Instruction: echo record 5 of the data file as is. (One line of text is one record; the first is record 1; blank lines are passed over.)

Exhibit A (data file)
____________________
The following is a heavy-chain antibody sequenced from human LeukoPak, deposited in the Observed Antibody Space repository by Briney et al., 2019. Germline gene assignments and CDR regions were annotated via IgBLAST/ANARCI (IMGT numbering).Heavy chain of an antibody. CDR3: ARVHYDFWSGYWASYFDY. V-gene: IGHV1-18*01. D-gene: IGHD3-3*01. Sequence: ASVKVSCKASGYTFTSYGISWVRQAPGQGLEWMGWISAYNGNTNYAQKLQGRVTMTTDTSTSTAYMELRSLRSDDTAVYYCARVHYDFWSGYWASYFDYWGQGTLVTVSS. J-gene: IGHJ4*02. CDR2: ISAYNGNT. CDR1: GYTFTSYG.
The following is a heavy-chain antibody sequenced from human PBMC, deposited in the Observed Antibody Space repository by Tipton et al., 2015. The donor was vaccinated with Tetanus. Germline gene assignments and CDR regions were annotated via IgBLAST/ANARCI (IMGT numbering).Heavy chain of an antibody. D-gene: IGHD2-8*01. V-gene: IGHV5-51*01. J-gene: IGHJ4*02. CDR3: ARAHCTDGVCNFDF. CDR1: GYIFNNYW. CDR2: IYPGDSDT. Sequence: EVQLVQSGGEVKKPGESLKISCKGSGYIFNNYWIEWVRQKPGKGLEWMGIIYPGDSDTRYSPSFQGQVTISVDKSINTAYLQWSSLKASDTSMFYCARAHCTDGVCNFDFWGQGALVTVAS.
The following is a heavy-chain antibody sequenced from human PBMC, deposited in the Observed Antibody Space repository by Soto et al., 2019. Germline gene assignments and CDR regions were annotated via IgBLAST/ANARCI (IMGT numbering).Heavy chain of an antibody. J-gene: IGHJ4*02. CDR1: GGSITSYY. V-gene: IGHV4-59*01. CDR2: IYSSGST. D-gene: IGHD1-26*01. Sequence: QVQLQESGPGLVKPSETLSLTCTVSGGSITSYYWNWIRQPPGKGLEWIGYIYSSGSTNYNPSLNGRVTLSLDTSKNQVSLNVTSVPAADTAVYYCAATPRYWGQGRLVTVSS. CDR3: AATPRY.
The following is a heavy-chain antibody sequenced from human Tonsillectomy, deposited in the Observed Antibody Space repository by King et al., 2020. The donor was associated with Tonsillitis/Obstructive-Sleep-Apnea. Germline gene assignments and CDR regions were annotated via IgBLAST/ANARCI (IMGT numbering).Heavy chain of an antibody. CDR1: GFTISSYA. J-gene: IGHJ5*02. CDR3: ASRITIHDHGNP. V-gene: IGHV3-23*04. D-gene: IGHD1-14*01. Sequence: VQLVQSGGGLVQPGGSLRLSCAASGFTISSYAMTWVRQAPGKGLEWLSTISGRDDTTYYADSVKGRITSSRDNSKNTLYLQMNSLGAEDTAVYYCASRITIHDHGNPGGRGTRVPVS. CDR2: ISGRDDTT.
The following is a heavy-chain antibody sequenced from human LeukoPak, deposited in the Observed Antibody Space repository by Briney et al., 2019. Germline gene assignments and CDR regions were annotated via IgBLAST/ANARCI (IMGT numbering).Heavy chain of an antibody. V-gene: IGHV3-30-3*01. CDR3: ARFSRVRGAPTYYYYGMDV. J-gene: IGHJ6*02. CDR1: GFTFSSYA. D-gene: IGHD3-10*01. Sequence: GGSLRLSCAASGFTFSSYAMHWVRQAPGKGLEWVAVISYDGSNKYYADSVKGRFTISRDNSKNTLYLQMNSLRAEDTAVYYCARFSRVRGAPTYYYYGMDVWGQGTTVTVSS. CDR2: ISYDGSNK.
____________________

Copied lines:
The following is a heavy-chain antibody sequenced from human LeukoPak, deposited in the Observed Antibody Space repository by Briney et al., 2019. Germline gene assignments and CDR regions were annotated via IgBLAST/ANARCI (IMGT numbering).Heavy chain of an antibody. V-gene: IGHV3-30-3*01. CDR3: ARFSRVRGAPTYYYYGMDV. J-gene: IGHJ6*02. CDR1: GFTFSSYA. D-gene: IGHD3-10*01. Sequence: GGSLRLSCAASGFTFSSYAMHWVRQAPGKGLEWVAVISYDGSNKYYADSVKGRFTISRDNSKNTLYLQMNSLRAEDTAVYYCARFSRVRGAPTYYYYGMDVWGQGTTVTVSS. CDR2: ISYDGSNK.